We’ve all heard it and all said it. “It’s for your own good.” We prefer saying it over hearing it.
The comment presents a conflict. I’m going to do you good by doing you bad. I’m going to hurt you so you will be healthy. I will make you happy by making you miserable. You will thank me later for hating me now. Depending on whether you are saying it or hearing it makes all the difference. We understand the truth either way but it takes the one hearing it a little longer to accept it.
On July 2, 1949 C. S. Lewis wrote to his friend Arthur Greeves a letter filled with pain. Lewis’s brother Warnie was being destroyed by alcohol and the institution that helped in the past was now refusing to keep him because he was “out of control.” All of Lewis’s life was being consumed in trying to get his brother help and possibly save his life.
But tucked away in this short two paragraph note is this neat little line,
“Don’t imagine I doubt for a moment that what God sends us must be sent in love and will all be for the best if we have grace to use it so.”1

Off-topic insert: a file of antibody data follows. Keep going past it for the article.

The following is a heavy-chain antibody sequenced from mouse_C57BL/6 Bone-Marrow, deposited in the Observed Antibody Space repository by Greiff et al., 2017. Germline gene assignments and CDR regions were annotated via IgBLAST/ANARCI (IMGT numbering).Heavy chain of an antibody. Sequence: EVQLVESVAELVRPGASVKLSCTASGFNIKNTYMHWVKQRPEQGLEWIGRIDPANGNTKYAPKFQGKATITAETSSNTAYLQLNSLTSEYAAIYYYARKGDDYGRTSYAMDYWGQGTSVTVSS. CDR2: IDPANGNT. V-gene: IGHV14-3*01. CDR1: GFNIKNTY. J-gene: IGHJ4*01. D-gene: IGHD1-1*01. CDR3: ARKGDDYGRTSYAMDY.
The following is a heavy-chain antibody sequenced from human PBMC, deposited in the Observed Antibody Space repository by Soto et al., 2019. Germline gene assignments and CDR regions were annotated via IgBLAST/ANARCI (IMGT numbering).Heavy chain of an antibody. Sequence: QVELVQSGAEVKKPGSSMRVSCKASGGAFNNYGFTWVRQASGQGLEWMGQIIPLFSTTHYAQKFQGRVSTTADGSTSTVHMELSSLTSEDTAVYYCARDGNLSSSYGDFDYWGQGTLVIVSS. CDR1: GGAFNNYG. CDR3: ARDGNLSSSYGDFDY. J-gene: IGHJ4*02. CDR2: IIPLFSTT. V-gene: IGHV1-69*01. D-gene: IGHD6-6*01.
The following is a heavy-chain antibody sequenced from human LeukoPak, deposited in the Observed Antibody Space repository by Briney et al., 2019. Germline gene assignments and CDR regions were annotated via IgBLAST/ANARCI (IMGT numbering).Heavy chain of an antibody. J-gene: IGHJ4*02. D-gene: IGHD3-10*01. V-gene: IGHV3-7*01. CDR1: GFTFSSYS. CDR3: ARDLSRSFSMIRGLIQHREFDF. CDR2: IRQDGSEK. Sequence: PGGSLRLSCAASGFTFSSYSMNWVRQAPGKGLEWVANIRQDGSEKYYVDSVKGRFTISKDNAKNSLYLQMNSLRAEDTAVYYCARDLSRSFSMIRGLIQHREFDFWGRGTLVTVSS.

A friend of mine would refer to this as “Planting your flag.” Theorists call it a “metanarrative” or “grand idea.” This is similar to the phrase attributed to Martin Luther when he appeared before Emperor Chrales V to defend what he had taught and written. It all came down to “Here I stand; I can do no other. God help me.”
Life is filled with such conflicts. We sometimes find ourselves doing good to people we don’t like while deeply hurting people we love. It’s imperative to see through the pain and into the person inflicting it.
“So we have come to know and to believe the love that God has for us. God is love, and whoever abides in love abides in God, and God abides in him.” – 1 John 4:16.
1. Walter Hooper, ed., The Collected Letters of C. S. Lewis: Books, Broadcasts, and the War 1931-1949, Vol. II (New York: HarperSanFrancisco, 2004), 953.